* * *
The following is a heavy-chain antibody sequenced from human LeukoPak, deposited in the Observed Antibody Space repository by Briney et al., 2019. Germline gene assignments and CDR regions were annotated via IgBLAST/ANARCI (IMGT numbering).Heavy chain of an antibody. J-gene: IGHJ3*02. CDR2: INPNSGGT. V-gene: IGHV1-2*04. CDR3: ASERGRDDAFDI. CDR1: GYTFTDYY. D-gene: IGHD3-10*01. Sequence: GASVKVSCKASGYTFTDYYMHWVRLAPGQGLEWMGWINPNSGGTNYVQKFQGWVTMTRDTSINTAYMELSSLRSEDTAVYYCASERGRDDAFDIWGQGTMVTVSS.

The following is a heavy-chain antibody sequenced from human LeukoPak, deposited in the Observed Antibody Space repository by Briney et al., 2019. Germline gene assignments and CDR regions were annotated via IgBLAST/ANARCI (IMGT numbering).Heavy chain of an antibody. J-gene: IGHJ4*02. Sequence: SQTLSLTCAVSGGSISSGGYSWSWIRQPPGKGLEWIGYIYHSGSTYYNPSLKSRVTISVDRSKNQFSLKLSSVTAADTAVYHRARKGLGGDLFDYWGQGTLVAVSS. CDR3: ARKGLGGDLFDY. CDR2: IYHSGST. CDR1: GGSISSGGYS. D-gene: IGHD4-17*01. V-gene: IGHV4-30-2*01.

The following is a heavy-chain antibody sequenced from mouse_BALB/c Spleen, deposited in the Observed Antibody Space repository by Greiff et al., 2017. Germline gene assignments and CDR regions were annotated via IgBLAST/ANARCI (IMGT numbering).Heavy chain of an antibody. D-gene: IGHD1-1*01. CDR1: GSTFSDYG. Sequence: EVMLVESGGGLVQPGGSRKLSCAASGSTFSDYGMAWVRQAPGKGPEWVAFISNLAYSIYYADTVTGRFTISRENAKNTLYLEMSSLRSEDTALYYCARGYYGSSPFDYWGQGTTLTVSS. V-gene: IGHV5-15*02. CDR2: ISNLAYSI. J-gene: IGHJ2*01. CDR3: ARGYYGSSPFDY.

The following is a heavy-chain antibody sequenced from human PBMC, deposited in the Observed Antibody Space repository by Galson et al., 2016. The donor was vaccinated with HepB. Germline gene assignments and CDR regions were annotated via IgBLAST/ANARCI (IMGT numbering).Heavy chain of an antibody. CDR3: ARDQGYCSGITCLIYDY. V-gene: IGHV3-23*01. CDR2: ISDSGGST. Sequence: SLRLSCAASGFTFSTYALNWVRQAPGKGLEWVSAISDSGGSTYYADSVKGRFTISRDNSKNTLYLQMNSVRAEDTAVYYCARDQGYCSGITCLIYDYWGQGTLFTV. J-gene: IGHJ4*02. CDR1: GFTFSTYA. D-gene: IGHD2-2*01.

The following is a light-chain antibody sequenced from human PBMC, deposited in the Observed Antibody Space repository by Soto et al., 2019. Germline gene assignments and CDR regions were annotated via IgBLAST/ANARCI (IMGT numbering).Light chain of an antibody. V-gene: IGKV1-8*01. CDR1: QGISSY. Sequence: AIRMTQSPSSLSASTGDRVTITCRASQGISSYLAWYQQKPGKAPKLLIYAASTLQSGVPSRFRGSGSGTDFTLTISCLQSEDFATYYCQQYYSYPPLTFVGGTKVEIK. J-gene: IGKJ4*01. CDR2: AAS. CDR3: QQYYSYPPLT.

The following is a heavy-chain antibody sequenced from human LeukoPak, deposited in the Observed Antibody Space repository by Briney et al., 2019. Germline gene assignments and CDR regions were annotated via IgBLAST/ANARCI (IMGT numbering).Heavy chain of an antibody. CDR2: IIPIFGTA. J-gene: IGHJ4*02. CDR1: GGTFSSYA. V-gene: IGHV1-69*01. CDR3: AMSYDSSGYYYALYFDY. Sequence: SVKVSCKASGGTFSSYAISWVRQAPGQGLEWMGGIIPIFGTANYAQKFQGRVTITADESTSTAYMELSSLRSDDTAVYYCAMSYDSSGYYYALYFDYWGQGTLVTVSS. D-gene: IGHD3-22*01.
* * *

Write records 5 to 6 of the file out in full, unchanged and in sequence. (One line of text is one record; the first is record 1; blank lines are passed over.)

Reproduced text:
The following is a light-chain antibody sequenced from human PBMC, deposited in the Observed Antibody Space repository by Soto et al., 2019. Germline gene assignments and CDR regions were annotated via IgBLAST/ANARCI (IMGT numbering).Light chain of an antibody. V-gene: IGKV1-8*01. CDR1: QGISSY. Sequence: AIRMTQSPSSLSASTGDRVTITCRASQGISSYLAWYQQKPGKAPKLLIYAASTLQSGVPSRFRGSGSGTDFTLTISCLQSEDFATYYCQQYYSYPPLTFVGGTKVEIK. J-gene: IGKJ4*01. CDR2: AAS. CDR3: QQYYSYPPLT.

The following is a heavy-chain antibody sequenced from human LeukoPak, deposited in the Observed Antibody Space repository by Briney et al., 2019. Germline gene assignments and CDR regions were annotated via IgBLAST/ANARCI (IMGT numbering).Heavy chain of an antibody. CDR2: IIPIFGTA. J-gene: IGHJ4*02. CDR1: GGTFSSYA. V-gene: IGHV1-69*01. CDR3: AMSYDSSGYYYALYFDY. Sequence: SVKVSCKASGGTFSSYAISWVRQAPGQGLEWMGGIIPIFGTANYAQKFQGRVTITADESTSTAYMELSSLRSDDTAVYYCAMSYDSSGYYYALYFDYWGQGTLVTVSS. D-gene: IGHD3-22*01.